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Sidi

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I have received conflicting feedback regarding how many clarifying questions are appropriate and when I should be asking them.

Some say I can ask questions as long as they clarify main points and help understand the context and client objectives without asking for any actual data (i.e. no fishing for answers).

However, I've also been told that I should only clarify any points I didn't understandin the prompt and our clients objective, then leave all other questions for when I'm going through my structure (e.g. Who are our customers?, What are our products? How is this market doing relative to our client?)

Perhaps there is a middle-ground between the two sets of feedback I've received?

I have received conflicting feedback regarding how many clarifying questions are appropriate and when I should be asking them.

Some say I can ask questions as long as they clarify main points and help understand the context and client objectives without asking for any actual data (i.e. no fishing for answers).

However, I've also been told that I should only clarify any points I didn't understandin the prompt and our clients objective, then leave all other questions for when I'm going through my structure (e.g. Who are our customers?, What are our products? How is this market doing relative to our client?)

Perhaps there is a middle-ground between the two sets of feedback I've received?

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Hi Anonymous!

You touch on an important point here. Many candidates don't understand what distinguishes the clarifying questions at the start from later analysis-related questions (asking for market data. financials, etc.) In general, asking such analysis-related questions at the start is bad! It comes across completely arbitrary, and the interviewer will ask himself why you are asking analysis-questions before even having layed out an analysis approach (the structure)! It just makes no sense to ask for data before laying out your structure, because this information will have ZERO impact on this structure (--> the logic according to which you should address the question).

The clarifying questions you ask at the beginning have the following objectives:

  1. Completely understanding the context/situation (including, unclear terminology, but also, for example, the business model of the client if unclear!)
  2. Understanding/narrowing down the actual question(s) of the client (very often the question is poorly/vaguely stated in the prompt, and it is your duty as the candidate to make it precise!)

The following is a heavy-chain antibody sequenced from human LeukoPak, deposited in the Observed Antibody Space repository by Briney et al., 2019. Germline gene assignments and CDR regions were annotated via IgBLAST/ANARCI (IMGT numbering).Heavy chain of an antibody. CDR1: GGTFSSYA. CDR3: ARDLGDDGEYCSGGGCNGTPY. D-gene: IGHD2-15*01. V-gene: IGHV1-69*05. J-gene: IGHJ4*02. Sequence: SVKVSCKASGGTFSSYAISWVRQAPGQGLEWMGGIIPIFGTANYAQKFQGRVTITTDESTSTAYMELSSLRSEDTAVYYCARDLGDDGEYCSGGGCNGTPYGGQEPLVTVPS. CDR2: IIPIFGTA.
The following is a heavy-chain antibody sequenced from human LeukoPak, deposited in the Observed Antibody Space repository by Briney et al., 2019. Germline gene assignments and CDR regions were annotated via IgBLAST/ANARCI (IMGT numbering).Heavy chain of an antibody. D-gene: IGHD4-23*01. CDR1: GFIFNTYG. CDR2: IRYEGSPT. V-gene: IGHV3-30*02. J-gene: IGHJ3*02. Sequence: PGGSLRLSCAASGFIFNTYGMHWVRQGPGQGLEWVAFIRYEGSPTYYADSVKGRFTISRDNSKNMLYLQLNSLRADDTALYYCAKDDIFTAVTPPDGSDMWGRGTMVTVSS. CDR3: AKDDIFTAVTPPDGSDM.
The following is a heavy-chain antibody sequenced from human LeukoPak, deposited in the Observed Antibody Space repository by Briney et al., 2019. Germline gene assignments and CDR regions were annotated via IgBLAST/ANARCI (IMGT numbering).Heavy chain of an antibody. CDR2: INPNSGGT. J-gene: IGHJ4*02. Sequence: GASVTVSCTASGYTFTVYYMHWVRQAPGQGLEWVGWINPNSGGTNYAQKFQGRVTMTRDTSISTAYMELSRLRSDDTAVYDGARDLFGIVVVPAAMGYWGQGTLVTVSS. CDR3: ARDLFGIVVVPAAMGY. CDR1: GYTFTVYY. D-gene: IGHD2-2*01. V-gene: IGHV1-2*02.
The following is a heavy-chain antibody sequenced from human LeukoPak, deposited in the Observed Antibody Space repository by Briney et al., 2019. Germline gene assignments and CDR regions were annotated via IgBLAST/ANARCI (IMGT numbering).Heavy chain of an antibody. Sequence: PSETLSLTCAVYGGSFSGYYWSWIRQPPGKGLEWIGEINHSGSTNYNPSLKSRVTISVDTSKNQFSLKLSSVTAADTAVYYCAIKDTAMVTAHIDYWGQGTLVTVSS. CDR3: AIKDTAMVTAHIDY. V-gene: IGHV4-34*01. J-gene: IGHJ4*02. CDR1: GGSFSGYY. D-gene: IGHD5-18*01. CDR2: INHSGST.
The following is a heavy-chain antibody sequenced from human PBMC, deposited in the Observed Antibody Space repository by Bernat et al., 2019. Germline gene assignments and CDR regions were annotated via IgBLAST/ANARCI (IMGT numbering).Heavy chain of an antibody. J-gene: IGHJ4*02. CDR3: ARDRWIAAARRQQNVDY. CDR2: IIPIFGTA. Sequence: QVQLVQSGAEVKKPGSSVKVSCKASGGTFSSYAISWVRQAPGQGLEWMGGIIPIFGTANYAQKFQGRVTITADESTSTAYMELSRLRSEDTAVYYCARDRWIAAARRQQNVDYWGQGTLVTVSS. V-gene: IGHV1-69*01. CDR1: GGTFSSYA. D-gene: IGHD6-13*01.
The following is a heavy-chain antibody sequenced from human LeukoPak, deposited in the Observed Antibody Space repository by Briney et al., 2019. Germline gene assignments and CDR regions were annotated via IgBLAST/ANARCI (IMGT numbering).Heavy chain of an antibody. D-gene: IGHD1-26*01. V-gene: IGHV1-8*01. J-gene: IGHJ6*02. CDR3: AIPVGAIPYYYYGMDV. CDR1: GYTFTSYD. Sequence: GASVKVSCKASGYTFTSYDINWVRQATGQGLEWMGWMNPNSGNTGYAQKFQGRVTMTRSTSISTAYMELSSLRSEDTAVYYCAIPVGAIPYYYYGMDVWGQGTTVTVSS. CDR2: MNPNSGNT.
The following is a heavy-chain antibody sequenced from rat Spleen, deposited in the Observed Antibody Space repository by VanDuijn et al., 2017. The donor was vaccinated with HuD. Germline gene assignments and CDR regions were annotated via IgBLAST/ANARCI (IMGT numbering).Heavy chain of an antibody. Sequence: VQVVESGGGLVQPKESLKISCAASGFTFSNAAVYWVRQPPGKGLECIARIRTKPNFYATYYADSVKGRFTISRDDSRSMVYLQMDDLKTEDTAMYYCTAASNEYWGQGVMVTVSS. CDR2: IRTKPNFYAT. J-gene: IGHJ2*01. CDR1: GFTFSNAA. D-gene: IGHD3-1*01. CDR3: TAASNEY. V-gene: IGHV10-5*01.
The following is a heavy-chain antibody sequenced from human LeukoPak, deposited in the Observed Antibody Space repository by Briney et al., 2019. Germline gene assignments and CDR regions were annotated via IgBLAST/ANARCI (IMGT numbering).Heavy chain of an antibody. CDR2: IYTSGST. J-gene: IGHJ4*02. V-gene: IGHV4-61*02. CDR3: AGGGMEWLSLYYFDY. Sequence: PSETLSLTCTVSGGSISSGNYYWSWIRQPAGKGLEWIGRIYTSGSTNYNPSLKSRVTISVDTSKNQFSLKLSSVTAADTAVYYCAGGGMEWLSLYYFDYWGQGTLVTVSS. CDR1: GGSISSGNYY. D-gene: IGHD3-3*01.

3. Understanding (and quantifying if applicable) the underlying objective(s) of the client

These questions are aiming at understanding the initial setting, hence forming a precondition to outline your structure towards answering the core question (the issue tree)!

The later analysis-related questions that you ask while navigating through the case are then aiming to verify the actual relevance of each sub-branch in your tree. So if you have defined and disaggregated the criterion to answer the client's core question in a clean way, all these leater questions follow a this precise "roadmap" as layed out by your tree. These questions then oftentimes also comprise enquiries on current performance metrics (revenues, costs, growth rates etc.), which normally never make sense to be asked in the clarifying questions (before making explicit your structure).

Cheers, Sidi

Hi Anonymous!

You touch on an important point here. Many candidates don't understand what distinguishes the clarifying questions at the start from later analysis-related questions (asking for market data. financials, etc.) In general, asking such analysis-related questions at the start is bad! It comes across completely arbitrary, and the interviewer will ask himself why you are asking analysis-questions before even having layed out an analysis approach (the structure)! It just makes no sense to ask for data before laying out your structure, because this information will have ZERO impact on this structure (--> the logic according to which you should address the question).

The clarifying questions you ask at the beginning have the following objectives:

  1. Completely understanding the context/situation (including, unclear terminology, but also, for example, the business model of the client if unclear!)
  2. Understanding/narrowing down the actual question(s) of the client (very often the question is poorly/vaguely stated in the prompt, and it is your duty as the candidate to make it precise!)
  3. Understanding (and quantifying if applicable) the underlying objective(s) of the client

These questions are aiming at understanding the initial setting, hence forming a precondition to outline your structure towards answering the core question (the issue tree)!

The later analysis-related questions that you ask while navigating through the case are then aiming to verify the actual relevance of each sub-branch in your tree. So if you have defined and disaggregated the criterion to answer the client's core question in a clean way, all these leater questions follow a this precise "roadmap" as layed out by your tree. These questions then oftentimes also comprise enquiries on current performance metrics (revenues, costs, growth rates etc.), which normally never make sense to be asked in the clarifying questions (before making explicit your structure).

Cheers, Sidi

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Good question! I look at it in two ways:

First: What isn't clear?